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LTC Properties CEO: Labor Woes Are Preventing Occupancy Growth

Senior housing and care operators are “working constantly and creatively” to overcome staffing challenges, but workforce issues are constraining occupancy growth, according to Wendy Simpson, CEO of LTC Properties (NYSE: LTC).

“We’ve had some of our assisted living operators say they closed a floor and are not opening up the floor until they can get more labor,” Simpson said Friday on the Q3 2021 earnings call for the Westlake Village, California-based real estate investment trust (REIT).

Despite these labor headwinds, Simpson believes the industry is “firmly in the midst of a recovery” from the effects of Covid-19.

And, she is confident about the state of LTC’s business, with operator-related issues and transitions now largely complete. That includes the planned transition of 23 properties formerly operated by Senior Lifestyle Corp. New operators are in place at all those communities except one in New Jersey that is working through licensure issues.

LTC’s portfolio includes 177 properties, including 103 assisted living communities, across 27 states.

The REIT’s Q3 2021 adjusted funds from operations (AFFO) of $0.55 a share fell short of analyst expectations, but normalized AFFO beat analysts’ pre-earnings consensus. LTC shares were down 5.93% at the end of regular trading on Friday, at $31.86.

Labor struggles

LTC’s same-store assisted living occupancy — reported one quarter in arrears — declined from 76.7% to 74.4%.

Staffing challenges are contributing to the census trends, Simpson noted.

“Operators are turning away residents and patients due to the labor shortage and the resulting staffing challenges,” she said. “We have heard from several operators that if not for the current labor constraints, they could increase occupancy.”

In an effort to drive hiring and cut turnover, operators are increasing wages and offering sign-up and retention bonuses, she noted.

The labor crisis in senior living is part of a workforce crunch being felt across the economy, which is being driven by a variety of factors, most of them related in some way to the Covid-19 pandemic.

Simpson is optimistic that labor pressures could be eased somewhat as the start of in-person school now is freeing up some parents to reenter the workforce. And, she noted that enhanced unemployment benefits — enacted as a Covid-19 relief measure — have now ended. However, she believes that ongoing federal support, including certain tax credits, could continue to keep workforce participation below pre-pandemic levels.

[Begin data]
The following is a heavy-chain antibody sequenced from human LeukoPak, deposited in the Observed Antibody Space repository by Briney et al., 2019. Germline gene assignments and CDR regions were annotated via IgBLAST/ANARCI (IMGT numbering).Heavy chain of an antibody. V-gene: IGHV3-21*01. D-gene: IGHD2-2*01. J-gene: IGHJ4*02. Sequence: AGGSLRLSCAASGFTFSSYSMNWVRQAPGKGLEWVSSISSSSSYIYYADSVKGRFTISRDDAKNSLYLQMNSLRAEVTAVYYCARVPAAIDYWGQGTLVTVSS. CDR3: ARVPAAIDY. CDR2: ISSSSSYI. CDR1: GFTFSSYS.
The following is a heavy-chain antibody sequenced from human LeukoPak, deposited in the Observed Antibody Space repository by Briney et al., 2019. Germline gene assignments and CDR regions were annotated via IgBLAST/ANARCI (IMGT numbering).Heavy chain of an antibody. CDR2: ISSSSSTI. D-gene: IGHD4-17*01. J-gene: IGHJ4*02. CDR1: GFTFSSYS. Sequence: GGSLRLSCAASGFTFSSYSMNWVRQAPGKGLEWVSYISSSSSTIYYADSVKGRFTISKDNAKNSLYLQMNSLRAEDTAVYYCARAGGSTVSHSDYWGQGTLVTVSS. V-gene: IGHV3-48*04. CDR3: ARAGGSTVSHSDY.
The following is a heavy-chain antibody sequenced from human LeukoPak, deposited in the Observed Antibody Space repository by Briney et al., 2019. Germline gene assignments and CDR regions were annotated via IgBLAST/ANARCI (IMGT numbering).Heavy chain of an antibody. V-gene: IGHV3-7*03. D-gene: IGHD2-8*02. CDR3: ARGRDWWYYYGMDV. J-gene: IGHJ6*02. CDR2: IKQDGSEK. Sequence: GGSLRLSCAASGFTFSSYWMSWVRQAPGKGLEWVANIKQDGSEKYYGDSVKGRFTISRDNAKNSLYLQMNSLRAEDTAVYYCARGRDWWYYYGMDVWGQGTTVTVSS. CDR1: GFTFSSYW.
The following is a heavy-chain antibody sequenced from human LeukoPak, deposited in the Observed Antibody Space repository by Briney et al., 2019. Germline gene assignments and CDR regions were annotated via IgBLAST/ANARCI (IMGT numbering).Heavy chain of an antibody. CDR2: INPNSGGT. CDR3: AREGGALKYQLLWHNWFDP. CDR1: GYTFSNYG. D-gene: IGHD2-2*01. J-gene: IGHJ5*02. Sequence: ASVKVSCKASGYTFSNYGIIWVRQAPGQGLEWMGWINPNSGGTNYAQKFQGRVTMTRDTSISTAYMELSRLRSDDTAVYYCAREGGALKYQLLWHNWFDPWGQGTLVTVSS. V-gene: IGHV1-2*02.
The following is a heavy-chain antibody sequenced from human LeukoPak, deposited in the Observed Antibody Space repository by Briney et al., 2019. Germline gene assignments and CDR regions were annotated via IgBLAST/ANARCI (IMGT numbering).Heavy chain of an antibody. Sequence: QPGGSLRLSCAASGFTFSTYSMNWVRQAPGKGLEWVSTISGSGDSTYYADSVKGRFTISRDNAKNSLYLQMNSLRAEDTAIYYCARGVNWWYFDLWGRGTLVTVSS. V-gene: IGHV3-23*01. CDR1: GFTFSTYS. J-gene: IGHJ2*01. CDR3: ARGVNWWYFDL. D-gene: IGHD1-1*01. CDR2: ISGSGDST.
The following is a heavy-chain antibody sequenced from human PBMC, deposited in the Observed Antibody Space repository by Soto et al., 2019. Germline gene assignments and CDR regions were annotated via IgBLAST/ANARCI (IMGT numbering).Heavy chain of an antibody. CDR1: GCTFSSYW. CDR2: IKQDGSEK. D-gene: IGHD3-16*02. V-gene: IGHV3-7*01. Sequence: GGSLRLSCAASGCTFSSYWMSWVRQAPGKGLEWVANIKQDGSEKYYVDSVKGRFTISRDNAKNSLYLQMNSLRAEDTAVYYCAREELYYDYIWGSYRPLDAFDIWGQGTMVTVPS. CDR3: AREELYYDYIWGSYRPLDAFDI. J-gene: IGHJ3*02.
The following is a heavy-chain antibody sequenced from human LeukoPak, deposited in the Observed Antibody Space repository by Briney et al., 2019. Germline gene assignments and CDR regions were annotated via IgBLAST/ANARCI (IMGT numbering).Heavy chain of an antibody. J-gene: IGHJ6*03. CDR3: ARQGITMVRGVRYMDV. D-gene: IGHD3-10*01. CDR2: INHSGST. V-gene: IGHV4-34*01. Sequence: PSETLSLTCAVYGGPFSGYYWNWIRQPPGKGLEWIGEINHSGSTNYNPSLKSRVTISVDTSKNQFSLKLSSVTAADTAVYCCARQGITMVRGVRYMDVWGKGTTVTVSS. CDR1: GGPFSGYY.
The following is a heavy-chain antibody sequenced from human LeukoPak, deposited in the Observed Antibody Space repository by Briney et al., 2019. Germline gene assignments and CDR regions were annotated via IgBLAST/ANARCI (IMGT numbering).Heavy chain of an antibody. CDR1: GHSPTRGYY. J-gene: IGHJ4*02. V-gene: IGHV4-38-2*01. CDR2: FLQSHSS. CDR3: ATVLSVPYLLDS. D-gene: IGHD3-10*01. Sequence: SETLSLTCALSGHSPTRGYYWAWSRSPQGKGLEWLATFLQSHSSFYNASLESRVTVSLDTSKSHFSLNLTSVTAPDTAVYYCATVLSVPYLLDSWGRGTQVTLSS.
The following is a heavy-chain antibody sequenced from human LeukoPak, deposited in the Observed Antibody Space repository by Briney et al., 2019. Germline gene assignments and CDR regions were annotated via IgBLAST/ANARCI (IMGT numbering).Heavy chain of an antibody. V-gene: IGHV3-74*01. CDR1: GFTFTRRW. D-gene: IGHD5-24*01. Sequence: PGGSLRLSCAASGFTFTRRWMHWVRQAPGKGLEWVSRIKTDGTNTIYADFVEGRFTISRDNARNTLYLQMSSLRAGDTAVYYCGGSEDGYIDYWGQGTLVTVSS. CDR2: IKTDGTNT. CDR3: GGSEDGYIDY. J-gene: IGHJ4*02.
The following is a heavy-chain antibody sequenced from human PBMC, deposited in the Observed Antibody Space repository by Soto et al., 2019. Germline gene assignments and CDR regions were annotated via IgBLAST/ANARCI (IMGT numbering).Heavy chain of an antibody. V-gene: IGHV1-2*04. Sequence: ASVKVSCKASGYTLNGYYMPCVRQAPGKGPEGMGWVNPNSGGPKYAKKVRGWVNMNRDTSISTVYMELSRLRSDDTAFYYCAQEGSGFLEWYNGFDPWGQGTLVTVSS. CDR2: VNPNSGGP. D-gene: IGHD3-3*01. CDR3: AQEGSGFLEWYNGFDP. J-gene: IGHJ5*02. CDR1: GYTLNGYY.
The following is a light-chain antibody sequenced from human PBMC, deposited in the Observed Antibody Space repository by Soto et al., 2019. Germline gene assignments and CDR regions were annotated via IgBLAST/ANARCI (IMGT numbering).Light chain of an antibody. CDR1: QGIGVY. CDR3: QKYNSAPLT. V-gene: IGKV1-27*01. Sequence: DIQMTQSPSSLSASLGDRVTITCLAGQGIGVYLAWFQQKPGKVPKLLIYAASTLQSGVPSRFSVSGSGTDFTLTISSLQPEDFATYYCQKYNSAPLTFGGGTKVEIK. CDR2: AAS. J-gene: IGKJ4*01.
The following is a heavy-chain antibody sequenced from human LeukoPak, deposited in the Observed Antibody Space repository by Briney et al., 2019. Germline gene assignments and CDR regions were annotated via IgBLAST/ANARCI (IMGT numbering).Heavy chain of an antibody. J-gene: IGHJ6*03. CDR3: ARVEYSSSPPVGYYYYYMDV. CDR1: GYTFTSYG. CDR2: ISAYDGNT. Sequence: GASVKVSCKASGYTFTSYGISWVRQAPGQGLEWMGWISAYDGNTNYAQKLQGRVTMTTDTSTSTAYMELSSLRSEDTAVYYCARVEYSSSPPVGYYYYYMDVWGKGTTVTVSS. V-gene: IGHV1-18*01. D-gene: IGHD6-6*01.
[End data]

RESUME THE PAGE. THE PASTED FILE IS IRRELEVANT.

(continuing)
There are certain geographic pockets that aren’t experiencing labor problems, and the problems are less dire in senior living than in skilled nursing, Simpson said. But still, she said, “I have not spoken to an operator yet that has not had trouble finding and retaining qualified employees.”

These labor issues are contributing to LTC’s ongoing rent deferrals and abatements. Rent collections decreased from 86.1% in Q2 2021 to 84.2% in Q3. Since the end of Q3, LTC provided $438,000 of deferrals and $240,000 in abatements for October, with further deferrals and abatements agreed to for November and December.

A peer REIT — Murfreesboro, Tennessee-based National Health Investors (NYSE: NHI) — also recently reported on rent deferrals related in part to labor cost pressures.

“Given labor cost pressures which negatively impacted NHI’s deferral trends, we don’t believe we can wave the all clear flag,” BMO Capital Markets analysts wrote in a note on the LTC earnings.

On the earnings call, Simpson said that LTC’s leadership is “fairly confident” that no further deferrals will be needed, noting that the “rent support we’ve been giving to the small subset of operators has been constant for the past three quarters,” and that some operators have been able to raise rental rates to help offset the labor cost increases.

Texas, where LTC owns 34 properties, recently passed a bill to provide financial support to help senior care communities with staffing. The bill includes $178.3 million in grants to assisted living communities and other care-based providers.

“We would love to see other states follow this example,” Simpson said.

Ready for external growth

In addition to nearly completing the Senior Lifestyle transitions, LTC also has resolved ongoing uncertainty related to a skilled nursing bankruptcy situation, transitioning 11 former Senior Care Centers properties to HMG Healthcare.

With these operator transitions complete, LTC is primed for external growth.

“We have a healthy pipeline that we’re hoping to execute on over the next 12 months,” Simpson said.

Getting an acquisition across the finish line is still challenging, with elongated sales cycles and LTC’s belief that “pricing for some properties does not accurately reflect what we believe is their actual value,” observed LTC Co-President and Chief Investment Officer Clint Malin.

In the meantime, LTC has been executing on structured financing deals. And, the REIT is hopeful about being able to complete other transactions in a near-term pipeline that is valued at more than $100 million.

“Our pipeline remains healthy, with a nice mix of opportunities, including for private pay and skilled nursing and with regional operating partners, both new to LTC and existing,” Malin said.

The post LTC Properties CEO: Labor Woes Are Preventing Occupancy Growth appeared first on Senior Housing News.

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